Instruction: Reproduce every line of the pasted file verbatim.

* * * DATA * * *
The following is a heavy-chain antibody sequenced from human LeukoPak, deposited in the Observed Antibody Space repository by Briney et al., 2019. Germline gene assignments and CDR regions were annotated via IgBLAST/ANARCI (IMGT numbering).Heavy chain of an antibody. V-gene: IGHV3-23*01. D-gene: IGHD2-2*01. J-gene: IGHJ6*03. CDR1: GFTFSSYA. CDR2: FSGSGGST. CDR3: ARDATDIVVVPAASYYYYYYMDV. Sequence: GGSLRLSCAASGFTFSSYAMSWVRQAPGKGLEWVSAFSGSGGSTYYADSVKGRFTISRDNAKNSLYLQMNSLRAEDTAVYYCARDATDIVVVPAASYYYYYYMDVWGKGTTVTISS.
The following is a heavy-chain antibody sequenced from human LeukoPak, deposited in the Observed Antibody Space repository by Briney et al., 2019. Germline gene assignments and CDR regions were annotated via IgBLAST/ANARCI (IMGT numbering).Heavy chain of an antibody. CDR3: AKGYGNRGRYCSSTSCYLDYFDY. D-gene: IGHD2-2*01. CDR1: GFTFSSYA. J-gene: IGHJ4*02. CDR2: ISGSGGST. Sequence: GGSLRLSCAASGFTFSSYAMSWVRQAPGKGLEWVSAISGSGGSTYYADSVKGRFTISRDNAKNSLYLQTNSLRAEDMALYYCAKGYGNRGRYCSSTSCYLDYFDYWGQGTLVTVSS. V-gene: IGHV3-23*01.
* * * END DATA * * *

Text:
The following is a heavy-chain antibody sequenced from human LeukoPak, deposited in the Observed Antibody Space repository by Briney et al., 2019. Germline gene assignments and CDR regions were annotated via IgBLAST/ANARCI (IMGT numbering).Heavy chain of an antibody. V-gene: IGHV3-23*01. D-gene: IGHD2-2*01. J-gene: IGHJ6*03. CDR1: GFTFSSYA. CDR2: FSGSGGST. CDR3: ARDATDIVVVPAASYYYYYYMDV. Sequence: GGSLRLSCAASGFTFSSYAMSWVRQAPGKGLEWVSAFSGSGGSTYYADSVKGRFTISRDNAKNSLYLQMNSLRAEDTAVYYCARDATDIVVVPAASYYYYYYMDVWGKGTTVTISS.
The following is a heavy-chain antibody sequenced from human LeukoPak, deposited in the Observed Antibody Space repository by Briney et al., 2019. Germline gene assignments and CDR regions were annotated via IgBLAST/ANARCI (IMGT numbering).Heavy chain of an antibody. CDR3: AKGYGNRGRYCSSTSCYLDYFDY. D-gene: IGHD2-2*01. CDR1: GFTFSSYA. J-gene: IGHJ4*02. CDR2: ISGSGGST. Sequence: GGSLRLSCAASGFTFSSYAMSWVRQAPGKGLEWVSAISGSGGSTYYADSVKGRFTISRDNAKNSLYLQTNSLRAEDMALYYCAKGYGNRGRYCSSTSCYLDYFDYWGQGTLVTVSS. V-gene: IGHV3-23*01.